Brooklyn Rider: Stretching Boundaries

Brooklyn Rider
Metro Weekly

It’s unusual enough that Glenn Kotche would write an instrumental composition for Brooklyn Rider. That he titled it “Ping Pong Fumble Thaw” is stranger still.

“We asked many composers, mostly outside of what we think of as the classical music world to write short pieces in which they reference an artistic inspiration of their choice,” the string quartet’s Colin Jacobsen explains.

Kotche, drummer of alt-rock band Wilco, wasn’t inspired by table tennis. He chose Germany’s minimal electronic musician Jens Massel, drawing names from Massel’s record titles that also work to describe the sounds you’re hearing. And yes, you essentially hear the sound of a ping-pong bouncing back and forth throughout.

Jacobsen, one of the group’s violinists as well as in-house composer, expects the quartet will play the amusing Kotche composition this weekend when it returns to Sixth & I as part of a 10th anniversary concert presented by Washington Performing Arts. The evening will also feature other compositions from the Brooklyn Rider Almanac, including the world premiere of a piece by Tyondai Braxton that didn’t make the recording released last year..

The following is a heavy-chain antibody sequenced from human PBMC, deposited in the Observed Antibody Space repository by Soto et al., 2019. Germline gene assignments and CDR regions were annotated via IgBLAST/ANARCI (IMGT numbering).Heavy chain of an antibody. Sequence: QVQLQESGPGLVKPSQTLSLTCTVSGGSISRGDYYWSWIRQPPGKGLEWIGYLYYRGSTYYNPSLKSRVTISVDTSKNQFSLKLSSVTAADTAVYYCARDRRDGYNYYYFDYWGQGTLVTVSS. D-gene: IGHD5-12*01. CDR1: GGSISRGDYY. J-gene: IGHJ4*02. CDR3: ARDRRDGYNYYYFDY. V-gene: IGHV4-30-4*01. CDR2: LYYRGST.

The Brooklyn Rider Almanac is similarly set to grow to include more than just music. For example, several choreographers will premiere works set to compositions in the collection, performed live by the quartet, at Colorado’s Vail International Dance Festival this summer.

Obviously, Brooklyn Rider is not your father’s string quartet — even if your father was a classical musician as Jacobsen’s was. His mother was too, and his younger brother, Eric, is the quartet’s cellist. (“It’s kind of all in the family.”) The quartet has succeeded in part because of the “great chemistry” among all four original members, but also because of mutual involvement in other endeavors working to expand the boundaries of classical music, and music in general, including Yo-Yo Ma’s high-profile collective.


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